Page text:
Student Gloria Yu lives life with passion and writes about it with hope.

Classic pork dish brings locals together to chew the fat (SCMP; paywall)
KITCHEN CONTENDERS: TAI HANG
Yvonne Lai (yvonne.lai@scmp.com)
Aug 11, 2011

The neighbourhood of Tai Hang is the proud home of the 130-year old Fire Dragon Dance parade during the Mid-Autumn Festival. It retains a traditional Hong Kong village feel, despite the development of upscale flats up Tai Hang Road and the spillover of shiny, new shops from Causeway Bay and Tin Hau.

Among Tai Hang's central blocks of low-rise residences, car repair workshops, restaurants, fruit stalls and newsstands, everybody seems to know each other. Nothing brings locals and newcomers together more than a home-style Cantonese meal, and Wun Sha Street is lined with tiny shops serving just that.

On any given night of the week, neighbouring restaurants Man Sing Café and Happy Fish Bistro set up tables on the pavement and dish up local favourites such as the steamed minced pork with salted egg (ham dan jing yuk beng) we have chosen for this tasting.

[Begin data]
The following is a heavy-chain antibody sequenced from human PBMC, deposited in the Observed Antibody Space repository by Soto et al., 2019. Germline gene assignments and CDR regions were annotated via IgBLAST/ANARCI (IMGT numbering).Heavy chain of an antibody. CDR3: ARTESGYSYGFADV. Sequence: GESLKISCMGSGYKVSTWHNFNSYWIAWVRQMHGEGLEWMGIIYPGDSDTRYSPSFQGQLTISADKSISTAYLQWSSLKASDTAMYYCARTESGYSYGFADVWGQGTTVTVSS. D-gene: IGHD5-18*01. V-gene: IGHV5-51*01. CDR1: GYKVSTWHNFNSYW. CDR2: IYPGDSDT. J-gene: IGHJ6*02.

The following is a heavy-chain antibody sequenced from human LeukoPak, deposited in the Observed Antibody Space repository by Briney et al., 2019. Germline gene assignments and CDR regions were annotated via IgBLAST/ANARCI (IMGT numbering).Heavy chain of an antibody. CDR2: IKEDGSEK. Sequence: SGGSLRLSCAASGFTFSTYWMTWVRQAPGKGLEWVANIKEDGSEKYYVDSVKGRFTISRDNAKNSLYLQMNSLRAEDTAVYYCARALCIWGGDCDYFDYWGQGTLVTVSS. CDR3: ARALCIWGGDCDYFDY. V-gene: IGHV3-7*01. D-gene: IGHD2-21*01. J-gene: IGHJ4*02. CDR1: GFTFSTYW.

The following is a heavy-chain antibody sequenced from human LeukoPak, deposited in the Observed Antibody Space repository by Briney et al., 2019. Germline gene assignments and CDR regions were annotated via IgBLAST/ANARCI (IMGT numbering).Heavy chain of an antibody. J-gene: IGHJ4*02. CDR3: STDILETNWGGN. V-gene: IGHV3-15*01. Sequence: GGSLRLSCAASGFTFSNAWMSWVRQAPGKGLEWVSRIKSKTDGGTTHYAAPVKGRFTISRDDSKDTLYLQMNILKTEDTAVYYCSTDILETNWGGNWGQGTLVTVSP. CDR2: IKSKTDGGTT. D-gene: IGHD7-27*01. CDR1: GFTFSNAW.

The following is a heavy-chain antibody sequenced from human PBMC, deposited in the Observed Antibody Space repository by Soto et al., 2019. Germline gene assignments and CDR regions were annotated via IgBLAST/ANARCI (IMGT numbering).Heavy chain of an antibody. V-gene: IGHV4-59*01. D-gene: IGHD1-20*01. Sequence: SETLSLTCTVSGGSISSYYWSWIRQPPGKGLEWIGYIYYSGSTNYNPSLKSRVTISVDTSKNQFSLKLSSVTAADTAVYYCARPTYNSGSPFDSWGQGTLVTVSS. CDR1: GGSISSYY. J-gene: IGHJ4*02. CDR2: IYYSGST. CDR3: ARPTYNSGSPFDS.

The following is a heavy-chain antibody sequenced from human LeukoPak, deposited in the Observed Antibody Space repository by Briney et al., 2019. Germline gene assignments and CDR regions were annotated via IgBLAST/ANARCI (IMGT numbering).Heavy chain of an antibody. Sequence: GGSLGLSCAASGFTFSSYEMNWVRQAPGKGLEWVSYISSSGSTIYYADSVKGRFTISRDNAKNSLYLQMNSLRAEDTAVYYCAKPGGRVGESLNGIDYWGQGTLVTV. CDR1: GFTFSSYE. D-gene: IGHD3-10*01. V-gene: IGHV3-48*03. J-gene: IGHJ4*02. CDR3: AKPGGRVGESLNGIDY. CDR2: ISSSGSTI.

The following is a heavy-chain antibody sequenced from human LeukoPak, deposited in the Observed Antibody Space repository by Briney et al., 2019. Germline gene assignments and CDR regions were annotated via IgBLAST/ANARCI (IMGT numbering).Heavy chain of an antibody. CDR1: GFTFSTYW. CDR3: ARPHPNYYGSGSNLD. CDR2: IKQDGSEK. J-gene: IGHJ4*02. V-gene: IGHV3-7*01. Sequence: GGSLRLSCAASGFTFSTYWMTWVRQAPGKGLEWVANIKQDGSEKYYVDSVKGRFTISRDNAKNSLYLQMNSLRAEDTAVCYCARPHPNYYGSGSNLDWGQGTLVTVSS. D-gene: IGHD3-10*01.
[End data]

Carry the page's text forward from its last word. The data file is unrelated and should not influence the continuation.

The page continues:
Man Sing doesn't have English signage or menus, but it does have a bright orange shopfront that you can't miss. The strictly first-come-first-served policy means no reservations and the whole dining party must be present to be seated. On a busy night, which was the case when we visited, that could mean eating surrounded by an audience of waiting diners just a metre away from your table.

The waiting staff barely stop long enough to take our order of minced pork and rice before zooming into the small interior and zooming out with drinks. The dish follows within a minute, and we find ourselves staring at a tower of pale, glistening pork with a bright orange salted egg yolk twinkling like the star on a Christmas tree. Around this impressive structure was a moat of sweetened soy sauce with floating bits of freshly chopped spring onion.